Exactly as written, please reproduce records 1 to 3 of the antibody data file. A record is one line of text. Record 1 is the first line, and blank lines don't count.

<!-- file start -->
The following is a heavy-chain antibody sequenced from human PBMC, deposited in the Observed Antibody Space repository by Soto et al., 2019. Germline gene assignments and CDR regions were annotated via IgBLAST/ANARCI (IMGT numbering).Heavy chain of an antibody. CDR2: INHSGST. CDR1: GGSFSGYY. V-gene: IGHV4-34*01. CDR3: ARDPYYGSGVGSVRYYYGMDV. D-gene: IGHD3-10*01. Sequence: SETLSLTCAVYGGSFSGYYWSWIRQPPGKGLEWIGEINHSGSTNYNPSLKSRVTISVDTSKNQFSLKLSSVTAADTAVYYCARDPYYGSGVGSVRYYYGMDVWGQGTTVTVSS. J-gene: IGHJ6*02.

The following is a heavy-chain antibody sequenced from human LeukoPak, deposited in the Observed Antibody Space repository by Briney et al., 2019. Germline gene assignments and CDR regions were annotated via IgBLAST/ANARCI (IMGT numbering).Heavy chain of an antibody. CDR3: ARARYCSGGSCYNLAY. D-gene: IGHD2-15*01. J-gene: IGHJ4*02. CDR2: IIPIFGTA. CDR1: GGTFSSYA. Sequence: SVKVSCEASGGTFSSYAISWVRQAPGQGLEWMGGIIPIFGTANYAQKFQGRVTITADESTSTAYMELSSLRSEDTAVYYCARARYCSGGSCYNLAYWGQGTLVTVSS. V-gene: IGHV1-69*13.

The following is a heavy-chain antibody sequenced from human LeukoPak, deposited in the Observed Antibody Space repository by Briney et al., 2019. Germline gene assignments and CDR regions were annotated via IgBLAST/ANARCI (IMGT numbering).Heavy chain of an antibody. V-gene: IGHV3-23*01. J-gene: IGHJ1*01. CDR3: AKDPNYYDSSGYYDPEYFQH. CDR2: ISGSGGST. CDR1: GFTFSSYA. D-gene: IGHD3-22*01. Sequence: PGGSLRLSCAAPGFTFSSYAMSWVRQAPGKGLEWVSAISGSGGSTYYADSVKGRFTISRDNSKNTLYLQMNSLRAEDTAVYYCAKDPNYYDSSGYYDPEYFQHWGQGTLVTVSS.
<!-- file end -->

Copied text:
The following is a heavy-chain antibody sequenced from human PBMC, deposited in the Observed Antibody Space repository by Soto et al., 2019. Germline gene assignments and CDR regions were annotated via IgBLAST/ANARCI (IMGT numbering).Heavy chain of an antibody. CDR2: INHSGST. CDR1: GGSFSGYY. V-gene: IGHV4-34*01. CDR3: ARDPYYGSGVGSVRYYYGMDV. D-gene: IGHD3-10*01. Sequence: SETLSLTCAVYGGSFSGYYWSWIRQPPGKGLEWIGEINHSGSTNYNPSLKSRVTISVDTSKNQFSLKLSSVTAADTAVYYCARDPYYGSGVGSVRYYYGMDVWGQGTTVTVSS. J-gene: IGHJ6*02.

The following is a heavy-chain antibody sequenced from human LeukoPak, deposited in the Observed Antibody Space repository by Briney et al., 2019. Germline gene assignments and CDR regions were annotated via IgBLAST/ANARCI (IMGT numbering).Heavy chain of an antibody. CDR3: ARARYCSGGSCYNLAY. D-gene: IGHD2-15*01. J-gene: IGHJ4*02. CDR2: IIPIFGTA. CDR1: GGTFSSYA. Sequence: SVKVSCEASGGTFSSYAISWVRQAPGQGLEWMGGIIPIFGTANYAQKFQGRVTITADESTSTAYMELSSLRSEDTAVYYCARARYCSGGSCYNLAYWGQGTLVTVSS. V-gene: IGHV1-69*13.

The following is a heavy-chain antibody sequenced from human LeukoPak, deposited in the Observed Antibody Space repository by Briney et al., 2019. Germline gene assignments and CDR regions were annotated via IgBLAST/ANARCI (IMGT numbering).Heavy chain of an antibody. V-gene: IGHV3-23*01. J-gene: IGHJ1*01. CDR3: AKDPNYYDSSGYYDPEYFQH. CDR2: ISGSGGST. CDR1: GFTFSSYA. D-gene: IGHD3-22*01. Sequence: PGGSLRLSCAAPGFTFSSYAMSWVRQAPGKGLEWVSAISGSGGSTYYADSVKGRFTISRDNSKNTLYLQMNSLRAEDTAVYYCAKDPNYYDSSGYYDPEYFQHWGQGTLVTVSS.